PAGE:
Fort Bliss soldier receives ear transplant

Military

Private First Class Shamika Burrage is getting out of the Army.  The 21-year-old is about to start nursing school.  

But, in order to tell that story, we need to tell you this one.

“My front tire blew,” Burrage said. “We skidded about 700 feet before we actually flipped.”

June 16, 2016 is a day she’ll always remember as the day her life changed.  In the hospital, she learned she had compression fractures in her spine, road rash and was missing her left ear.

“When I first met her, she was a complete wreck,” Plastic Surgeon Dr. Owen Johnson III said.  He and team of other doctors at William Beaumont Army Medical Center would eventually perform three surgeries on Burrage.

“I did not want to do it in the beginning,” she said.  

It took her two months to change her mind.

The surgery — using a piece of Burrage’s own body to create a new ear, transplanting it into her forearm, and later transplanting it onto her head — was a first for the Army.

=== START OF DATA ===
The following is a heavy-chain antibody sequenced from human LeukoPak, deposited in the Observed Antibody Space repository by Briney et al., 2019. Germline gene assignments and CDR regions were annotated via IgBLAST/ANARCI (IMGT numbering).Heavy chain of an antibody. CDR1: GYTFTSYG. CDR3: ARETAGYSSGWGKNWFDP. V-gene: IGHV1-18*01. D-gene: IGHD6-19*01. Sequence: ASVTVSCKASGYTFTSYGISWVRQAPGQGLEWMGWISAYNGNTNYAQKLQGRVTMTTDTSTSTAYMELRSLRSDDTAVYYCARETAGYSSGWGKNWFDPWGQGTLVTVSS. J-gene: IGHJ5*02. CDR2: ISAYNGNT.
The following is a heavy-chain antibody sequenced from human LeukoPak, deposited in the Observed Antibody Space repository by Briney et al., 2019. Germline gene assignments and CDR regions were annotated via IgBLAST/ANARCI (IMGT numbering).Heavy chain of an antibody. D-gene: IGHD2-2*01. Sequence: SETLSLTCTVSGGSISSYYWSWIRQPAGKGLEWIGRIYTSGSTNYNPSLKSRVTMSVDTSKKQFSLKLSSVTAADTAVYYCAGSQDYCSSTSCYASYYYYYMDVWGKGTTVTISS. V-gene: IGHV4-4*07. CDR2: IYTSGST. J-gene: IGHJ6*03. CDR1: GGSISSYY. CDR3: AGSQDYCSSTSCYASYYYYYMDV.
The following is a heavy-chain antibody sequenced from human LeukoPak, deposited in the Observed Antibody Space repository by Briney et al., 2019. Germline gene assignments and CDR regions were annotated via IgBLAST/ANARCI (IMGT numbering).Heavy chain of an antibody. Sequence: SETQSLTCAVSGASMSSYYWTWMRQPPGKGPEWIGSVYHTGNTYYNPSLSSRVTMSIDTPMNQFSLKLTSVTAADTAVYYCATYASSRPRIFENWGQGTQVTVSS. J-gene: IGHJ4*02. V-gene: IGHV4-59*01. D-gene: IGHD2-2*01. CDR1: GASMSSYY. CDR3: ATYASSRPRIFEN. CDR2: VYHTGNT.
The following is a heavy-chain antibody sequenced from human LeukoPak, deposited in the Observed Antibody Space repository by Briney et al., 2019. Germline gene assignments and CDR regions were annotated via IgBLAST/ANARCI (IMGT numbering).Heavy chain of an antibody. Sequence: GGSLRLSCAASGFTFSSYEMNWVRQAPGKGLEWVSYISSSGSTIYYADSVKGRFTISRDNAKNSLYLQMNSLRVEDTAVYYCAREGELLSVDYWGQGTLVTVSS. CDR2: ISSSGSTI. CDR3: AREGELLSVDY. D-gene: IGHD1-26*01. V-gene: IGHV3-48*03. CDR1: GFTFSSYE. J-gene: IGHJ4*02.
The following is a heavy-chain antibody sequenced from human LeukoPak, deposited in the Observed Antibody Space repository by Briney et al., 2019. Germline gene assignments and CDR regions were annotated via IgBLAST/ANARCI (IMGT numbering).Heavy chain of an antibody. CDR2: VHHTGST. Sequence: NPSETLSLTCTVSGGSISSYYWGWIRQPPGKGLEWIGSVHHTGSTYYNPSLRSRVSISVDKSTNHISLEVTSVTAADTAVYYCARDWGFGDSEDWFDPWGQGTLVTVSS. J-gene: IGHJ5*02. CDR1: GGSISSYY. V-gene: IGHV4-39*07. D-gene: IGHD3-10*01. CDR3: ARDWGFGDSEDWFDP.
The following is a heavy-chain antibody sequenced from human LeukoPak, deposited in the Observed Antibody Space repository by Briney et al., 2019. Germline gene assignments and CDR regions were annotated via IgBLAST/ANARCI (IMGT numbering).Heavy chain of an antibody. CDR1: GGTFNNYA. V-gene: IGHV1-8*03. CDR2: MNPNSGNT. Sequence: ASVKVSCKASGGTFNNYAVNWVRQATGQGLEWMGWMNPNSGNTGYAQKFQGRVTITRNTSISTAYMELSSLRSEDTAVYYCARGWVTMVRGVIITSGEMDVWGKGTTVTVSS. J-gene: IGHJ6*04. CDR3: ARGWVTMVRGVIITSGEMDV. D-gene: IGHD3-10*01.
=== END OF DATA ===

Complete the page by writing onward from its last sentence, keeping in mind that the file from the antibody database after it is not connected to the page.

“At first, I was just like you’re trying to do what? To my arm? To where? For what?” she explained.

Using a template of her other ear, Johnson would use cartilage from her rib, to create the new one.  The ear would be transplanted into her forearm.

“I elevated a pocket of skin, preserving all of the things that were important, and placed the rib cartilage into the skin to let it heal,” Johnson said.

He chose the arm because of the blood supply.

“We have multiple arteries that feed blood to our fingers, so the tissue is expendable.  The success rate is very good for this type of surgery when you take it from the forearm.”

The ear stayed on Burrage’s right forearm for about a year.  At the end of February, she had her third surgery.  During that surgery, Johnson and his team transplanted the ear onto the head.

“Now I freely show everything.  I’m just like, take a picture if you want to,” Burrage said laughing. 

But there’s one thing she didn’t want the surgical team to fix: her face scar.  She called it her favorite one and told her surgeon to leave that one alone.  She’s refusing to let it define her moving forward.

“I didn’t let something as big as this bring me down to the point where I called it quits. I just kept going.”

Her last day in the Army is now just a week away.  Her new mission, to help others, like those that once helped her.

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